38 Facts About "The X-Files" You Probably Didn't Know

Someone actually thought that Gillian Anderson wasn't a "bombshell." WHAT?!

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1. One of the main inspirations for The X-Files was the '70s television series Kolchak: The Night Stalker.

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The series featured Chicago reporter Carl Kolchak, who investigated mysterious crimes that often involved supernatural and sci-fi elements.

8. According to Carter, Fox Network executives wanted to replace Anderson because they wanted a more "glamorous bombshell" for the part.

11. Before being cast as the Cigarette-Smoking Man, William B. Davis had not smoked a cigarette in 20 years.

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He smoked real cigarettes for the first two seasons of the show before shifting to herbal.

12. According to producer Kim Manners, at the start of the show, Davis was only supposed to be an extra leaning against a shelf.

20th Century Fox

Producers had not intended for Cigarette-Smoking Man to be the main antagonist of the show.

13. Anderson was unhappy with filming a hotel scene in her underwear, where she reveals to Mulder some conspicuous bug bites.

20th Century Fox

Anderson believed the scene was gratuitous and there was "no reason for it." Carter believed the scene was necessary to "highlight the platonic relationship between the two."

14. Dana Scully originally had a boyfriend named Ethan Minette in the pilot episode.

20th Century Fox

He was added in by Fox executive because they felt there was not enough "romantic interest" between Mulder and Scully. Carter nixed all of his scenes, insisting the relationship between Mulder and Scully was much more interesting.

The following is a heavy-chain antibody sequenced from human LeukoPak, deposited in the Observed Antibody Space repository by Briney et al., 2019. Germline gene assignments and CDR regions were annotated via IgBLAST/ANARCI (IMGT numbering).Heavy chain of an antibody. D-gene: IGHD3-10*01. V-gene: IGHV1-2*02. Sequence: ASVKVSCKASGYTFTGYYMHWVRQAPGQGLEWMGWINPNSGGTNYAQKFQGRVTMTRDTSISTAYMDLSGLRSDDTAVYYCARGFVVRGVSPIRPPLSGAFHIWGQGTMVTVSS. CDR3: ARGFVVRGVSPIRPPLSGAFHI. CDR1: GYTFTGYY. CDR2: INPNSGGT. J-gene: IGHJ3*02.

18. The character of Alex Krycek was originally meant to replace Dana Scully for only three episodes, while Anderson was away on maternity leave.

19. X was originally meant to be played by actress Natalija Nogulich from Star Trek: the Next Generation.

She filmed one scene as X before being replaced by Steven Williams. Chris Carter said, "The chemistry wasn't there."

20. Chris Owens, who played the devious Jeffrey Spender, would often receive negative reactions on the street due to his character.

23. Before Season 7, David Duchovny sued 20th Century Fox because he was upset that they had undersold the rights to their own affiliates, thereby costing him lots of money.

27. The episode was also inspired by Charlie Chaplin's autobiography.

20th Century Fox

One of the inspirations for the now infamous “Home” episode was a story in Chaplin’s autobiography. While staying at a tenement home, he met a quadruple amputee who was pulled from under a bed by his family. The man "flopped around" while his family sang and danced.

29. The Season 1 episode "Tooms" had many "firsts."

Mitch Pileggi appeared for the first time as Walter Skinner, the first time William B. Davis spoke as Cigarette-Smoking Man, and the first time a Monster-of-the-Week character is given a follow-up episode.

35. The Smithsonian's National Museum of American History acquired several of the show's famous items.

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These items include the original pilot script, Mulder and Scully's FBI badges, and Mulder's "I WANT TO BELIEVE" poster.

37. If you look closely, the FBI badges used in the show read "Federal Bureau of Justice, United States Department of Investigation."